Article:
For more than 12 months, retailers and consumers alike have been seeing the prices of food and other staples soar as inflation has hit its highest rate for more than three decades.
For store owners who pride themselves on offering great prices, this economic backdrop has proved particularly challenging.
“Only last year, a price-marked packet of Maryland Cookies was 99p – and had been for a long time,” says Jeet Bansi, of Londis Meon Vale in Stratford-upon-Avon. “That initially crept up to £1.09 and is now £1.29, and that kind of increase is happening all over our store.”
And Bansi isn’t alone in experiencing this dramatic uplift in prices.
“We recently did a big order of groceries – products such as cornflour and sugar that don’t sell through as fast as other categories – and there was a 6-7% increase in price just on the month previously,” says Sarj Patel, of Pasture Lane Stores in Sutton Bonington, Leicestershire.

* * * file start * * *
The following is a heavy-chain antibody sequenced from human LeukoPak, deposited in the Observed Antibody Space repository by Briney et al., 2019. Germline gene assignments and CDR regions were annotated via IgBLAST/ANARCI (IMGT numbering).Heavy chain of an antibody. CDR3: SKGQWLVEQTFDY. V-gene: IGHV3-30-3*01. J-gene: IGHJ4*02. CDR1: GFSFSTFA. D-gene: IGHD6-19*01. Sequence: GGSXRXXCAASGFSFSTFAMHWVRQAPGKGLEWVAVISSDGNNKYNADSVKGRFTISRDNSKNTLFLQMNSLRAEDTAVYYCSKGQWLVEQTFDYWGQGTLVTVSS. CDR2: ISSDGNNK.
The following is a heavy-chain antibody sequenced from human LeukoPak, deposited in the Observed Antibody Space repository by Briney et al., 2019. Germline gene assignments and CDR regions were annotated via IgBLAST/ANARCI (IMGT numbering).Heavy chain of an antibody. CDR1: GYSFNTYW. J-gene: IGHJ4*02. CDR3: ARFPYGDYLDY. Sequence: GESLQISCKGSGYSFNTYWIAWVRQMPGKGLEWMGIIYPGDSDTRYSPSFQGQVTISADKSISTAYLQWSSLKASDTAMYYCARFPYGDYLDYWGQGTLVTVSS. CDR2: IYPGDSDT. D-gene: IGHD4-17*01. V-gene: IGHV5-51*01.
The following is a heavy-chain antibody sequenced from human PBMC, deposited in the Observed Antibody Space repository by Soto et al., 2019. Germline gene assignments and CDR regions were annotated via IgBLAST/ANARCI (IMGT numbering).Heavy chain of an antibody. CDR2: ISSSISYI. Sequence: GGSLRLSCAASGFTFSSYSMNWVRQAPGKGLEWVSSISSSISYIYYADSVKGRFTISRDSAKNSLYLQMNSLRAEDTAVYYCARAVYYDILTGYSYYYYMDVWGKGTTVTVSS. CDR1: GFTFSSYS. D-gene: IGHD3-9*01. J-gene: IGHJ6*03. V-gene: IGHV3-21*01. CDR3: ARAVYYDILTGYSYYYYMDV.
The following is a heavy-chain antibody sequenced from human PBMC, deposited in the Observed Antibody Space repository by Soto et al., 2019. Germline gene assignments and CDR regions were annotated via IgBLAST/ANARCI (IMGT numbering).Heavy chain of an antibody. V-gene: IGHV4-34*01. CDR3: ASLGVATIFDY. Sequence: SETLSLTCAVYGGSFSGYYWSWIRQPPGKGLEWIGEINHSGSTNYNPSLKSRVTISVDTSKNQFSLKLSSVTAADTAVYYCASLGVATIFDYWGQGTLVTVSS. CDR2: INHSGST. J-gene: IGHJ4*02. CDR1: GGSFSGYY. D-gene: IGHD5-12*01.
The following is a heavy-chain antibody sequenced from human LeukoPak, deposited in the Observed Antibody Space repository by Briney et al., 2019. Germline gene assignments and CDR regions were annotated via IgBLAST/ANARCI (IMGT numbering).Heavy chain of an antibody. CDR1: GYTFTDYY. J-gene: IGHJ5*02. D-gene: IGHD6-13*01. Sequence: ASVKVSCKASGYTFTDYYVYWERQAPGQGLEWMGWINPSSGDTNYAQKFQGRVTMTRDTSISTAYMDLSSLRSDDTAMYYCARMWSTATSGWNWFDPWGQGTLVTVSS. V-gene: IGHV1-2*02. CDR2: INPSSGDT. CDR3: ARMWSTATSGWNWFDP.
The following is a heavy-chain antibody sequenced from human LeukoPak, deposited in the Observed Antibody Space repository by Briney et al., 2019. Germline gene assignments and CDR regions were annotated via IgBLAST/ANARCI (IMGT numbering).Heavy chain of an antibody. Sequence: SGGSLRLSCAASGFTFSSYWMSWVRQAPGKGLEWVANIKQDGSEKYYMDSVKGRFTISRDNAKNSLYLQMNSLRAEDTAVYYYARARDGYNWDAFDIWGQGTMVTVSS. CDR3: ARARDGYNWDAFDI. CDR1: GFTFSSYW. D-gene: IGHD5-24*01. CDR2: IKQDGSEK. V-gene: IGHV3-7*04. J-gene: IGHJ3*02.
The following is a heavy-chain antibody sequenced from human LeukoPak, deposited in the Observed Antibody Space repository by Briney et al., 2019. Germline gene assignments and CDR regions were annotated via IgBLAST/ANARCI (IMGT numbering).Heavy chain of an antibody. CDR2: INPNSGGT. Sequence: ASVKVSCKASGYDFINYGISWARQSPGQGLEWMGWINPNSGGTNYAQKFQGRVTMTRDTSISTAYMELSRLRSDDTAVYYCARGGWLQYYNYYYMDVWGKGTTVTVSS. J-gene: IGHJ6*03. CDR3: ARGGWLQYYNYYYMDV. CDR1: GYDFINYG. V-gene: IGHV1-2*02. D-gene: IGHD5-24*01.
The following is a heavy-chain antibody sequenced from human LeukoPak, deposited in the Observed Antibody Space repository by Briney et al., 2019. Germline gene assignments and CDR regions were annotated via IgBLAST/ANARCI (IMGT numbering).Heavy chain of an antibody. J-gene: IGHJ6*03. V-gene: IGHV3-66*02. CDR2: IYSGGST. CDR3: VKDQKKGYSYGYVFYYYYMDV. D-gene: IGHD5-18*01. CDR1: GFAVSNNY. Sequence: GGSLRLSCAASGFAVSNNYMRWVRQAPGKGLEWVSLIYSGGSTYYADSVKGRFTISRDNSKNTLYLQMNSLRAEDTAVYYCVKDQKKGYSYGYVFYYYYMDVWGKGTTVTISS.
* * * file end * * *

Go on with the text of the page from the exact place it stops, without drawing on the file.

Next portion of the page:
While price increases undoubtedly provide a challenge – both for stores and their customers – independent retailers say that customers are somewhat prepared by the increases they’re already experiencing on their weekly shop.
“Our customers are going to the supermarket and seeing the prices rise there, too,” says Patel.
“They understand why our prices are going up and they know it’s not us doing it because we want to.”
Nonetheless, there is a skill to managing price rises – and, ultimately, responding to an inflationary economy – without alienating customers and retaining your reputation for offering value.
This week, Better Retailing speaks to retailers who think they have worked out how, and how they’ve implemented it in store.